500N
3rd Sep 2013, 21:36
seacue

I remember those.

My dad used to use the top one to put two holes in a tin of condensed milk !!!

unstable load
3rd Sep 2013, 21:43
I got one of them in my toolbox for opening oil cans.
Very good at the job, too.

ShyTorque
3rd Sep 2013, 21:44
We used to carry those "church keys" when out walking as essential items in the days before ring pull cans for soft drinks were invented. Isn't the one in the second photo made for/by Schweppes?

500N
3rd Sep 2013, 21:50
I think you might be right.

I think Coca Cola also made them - or one of the other drinks makers.

I think my parents still have both on the drinks cabinet !!!

Solid Rust Twotter
3rd Sep 2013, 22:11
A mate used one of those church keys to cut through a static line after a stude hooked up. He'd left his hook knife on his other rig and the aircraft one hadn't yet been returned after it was removed while the aircraft was at the AMO for maintenance. Stude got towed around for a few minutes while mate was sawing away at the strop. Mate reckons he was giving him heart attacks by reaching for his reserve handle every few seconds. After that experience, he advocates jumpmasters should be issued with 9mm pistols to neutralise idiot studes who reach for the reserve ripcord while hung up.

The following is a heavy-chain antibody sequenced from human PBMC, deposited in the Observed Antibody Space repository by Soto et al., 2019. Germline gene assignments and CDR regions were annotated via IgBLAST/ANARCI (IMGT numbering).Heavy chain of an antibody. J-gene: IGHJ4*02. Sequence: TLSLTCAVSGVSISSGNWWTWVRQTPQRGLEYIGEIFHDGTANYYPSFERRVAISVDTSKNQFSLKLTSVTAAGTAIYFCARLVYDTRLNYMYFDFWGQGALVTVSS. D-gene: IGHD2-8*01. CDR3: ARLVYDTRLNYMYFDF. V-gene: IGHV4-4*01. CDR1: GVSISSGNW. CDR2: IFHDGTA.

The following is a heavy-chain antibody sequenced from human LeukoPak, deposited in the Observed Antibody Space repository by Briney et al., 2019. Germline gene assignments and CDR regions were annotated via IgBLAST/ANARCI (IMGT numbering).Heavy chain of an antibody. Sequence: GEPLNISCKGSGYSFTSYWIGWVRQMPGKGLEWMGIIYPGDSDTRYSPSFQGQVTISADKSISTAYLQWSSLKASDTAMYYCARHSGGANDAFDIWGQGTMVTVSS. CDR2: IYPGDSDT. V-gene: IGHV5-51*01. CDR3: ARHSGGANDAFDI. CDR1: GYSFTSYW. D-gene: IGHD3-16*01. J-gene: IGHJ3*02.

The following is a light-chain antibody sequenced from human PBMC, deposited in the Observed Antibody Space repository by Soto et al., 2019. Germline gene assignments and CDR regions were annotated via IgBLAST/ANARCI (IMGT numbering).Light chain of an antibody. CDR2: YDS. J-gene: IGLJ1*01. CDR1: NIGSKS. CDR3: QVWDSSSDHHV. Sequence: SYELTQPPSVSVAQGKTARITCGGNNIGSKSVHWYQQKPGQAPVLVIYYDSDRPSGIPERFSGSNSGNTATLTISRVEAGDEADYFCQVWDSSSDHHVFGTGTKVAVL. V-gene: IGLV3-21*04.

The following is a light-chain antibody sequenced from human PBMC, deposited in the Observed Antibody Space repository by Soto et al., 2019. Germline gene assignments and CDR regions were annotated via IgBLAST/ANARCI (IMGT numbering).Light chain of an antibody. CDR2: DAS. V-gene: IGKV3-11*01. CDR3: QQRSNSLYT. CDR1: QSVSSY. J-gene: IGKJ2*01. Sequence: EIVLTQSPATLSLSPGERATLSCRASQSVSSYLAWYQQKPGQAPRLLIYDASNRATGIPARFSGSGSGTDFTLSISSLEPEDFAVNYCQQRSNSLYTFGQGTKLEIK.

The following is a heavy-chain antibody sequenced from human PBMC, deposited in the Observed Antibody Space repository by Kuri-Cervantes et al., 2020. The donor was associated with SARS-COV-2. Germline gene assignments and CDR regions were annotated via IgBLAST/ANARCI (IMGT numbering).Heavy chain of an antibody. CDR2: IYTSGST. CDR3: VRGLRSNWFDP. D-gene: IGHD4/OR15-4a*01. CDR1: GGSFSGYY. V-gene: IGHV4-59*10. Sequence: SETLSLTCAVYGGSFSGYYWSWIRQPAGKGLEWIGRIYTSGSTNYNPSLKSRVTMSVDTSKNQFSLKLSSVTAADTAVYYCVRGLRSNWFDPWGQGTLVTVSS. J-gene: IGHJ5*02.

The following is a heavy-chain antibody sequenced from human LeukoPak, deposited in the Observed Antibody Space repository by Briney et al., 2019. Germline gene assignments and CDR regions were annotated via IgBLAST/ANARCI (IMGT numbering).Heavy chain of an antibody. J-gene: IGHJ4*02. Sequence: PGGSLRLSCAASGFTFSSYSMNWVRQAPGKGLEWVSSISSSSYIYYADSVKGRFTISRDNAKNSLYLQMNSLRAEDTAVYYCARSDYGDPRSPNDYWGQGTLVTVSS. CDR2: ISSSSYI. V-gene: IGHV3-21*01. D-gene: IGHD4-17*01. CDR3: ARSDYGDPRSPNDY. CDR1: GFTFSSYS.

seacue
4th Sep 2013, 00:13
I think I paid actual money for the one in the second picture at a Monoprix.

Cacophonix
4th Sep 2013, 00:28
My mouth, if it hangs open and if I am bored, I breathe. If am asleep, my nose gapes and then I snore...